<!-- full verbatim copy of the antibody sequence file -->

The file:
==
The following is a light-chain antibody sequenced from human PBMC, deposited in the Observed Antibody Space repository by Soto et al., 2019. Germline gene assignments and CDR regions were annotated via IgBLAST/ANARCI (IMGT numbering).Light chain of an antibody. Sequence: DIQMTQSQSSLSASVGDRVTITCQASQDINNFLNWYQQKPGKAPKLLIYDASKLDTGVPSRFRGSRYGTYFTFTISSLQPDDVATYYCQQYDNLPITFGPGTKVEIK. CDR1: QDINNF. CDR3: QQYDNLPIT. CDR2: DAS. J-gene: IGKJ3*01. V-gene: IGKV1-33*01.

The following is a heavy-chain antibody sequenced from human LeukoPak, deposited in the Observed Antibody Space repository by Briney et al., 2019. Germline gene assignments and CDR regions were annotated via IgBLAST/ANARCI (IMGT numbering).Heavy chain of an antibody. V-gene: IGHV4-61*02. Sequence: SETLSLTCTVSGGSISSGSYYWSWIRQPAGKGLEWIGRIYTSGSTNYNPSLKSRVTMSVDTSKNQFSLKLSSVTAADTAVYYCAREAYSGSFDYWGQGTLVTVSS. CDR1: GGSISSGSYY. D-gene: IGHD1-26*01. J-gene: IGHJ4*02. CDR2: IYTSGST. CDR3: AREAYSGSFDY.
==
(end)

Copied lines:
The following is a light-chain antibody sequenced from human PBMC, deposited in the Observed Antibody Space repository by Soto et al., 2019. Germline gene assignments and CDR regions were annotated via IgBLAST/ANARCI (IMGT numbering).Light chain of an antibody. Sequence: DIQMTQSQSSLSASVGDRVTITCQASQDINNFLNWYQQKPGKAPKLLIYDASKLDTGVPSRFRGSRYGTYFTFTISSLQPDDVATYYCQQYDNLPITFGPGTKVEIK. CDR1: QDINNF. CDR3: QQYDNLPIT. CDR2: DAS. J-gene: IGKJ3*01. V-gene: IGKV1-33*01.

The following is a heavy-chain antibody sequenced from human LeukoPak, deposited in the Observed Antibody Space repository by Briney et al., 2019. Germline gene assignments and CDR regions were annotated via IgBLAST/ANARCI (IMGT numbering).Heavy chain of an antibody. V-gene: IGHV4-61*02. Sequence: SETLSLTCTVSGGSISSGSYYWSWIRQPAGKGLEWIGRIYTSGSTNYNPSLKSRVTMSVDTSKNQFSLKLSSVTAADTAVYYCAREAYSGSFDYWGQGTLVTVSS. CDR1: GGSISSGSYY. D-gene: IGHD1-26*01. J-gene: IGHJ4*02. CDR2: IYTSGST. CDR3: AREAYSGSFDY.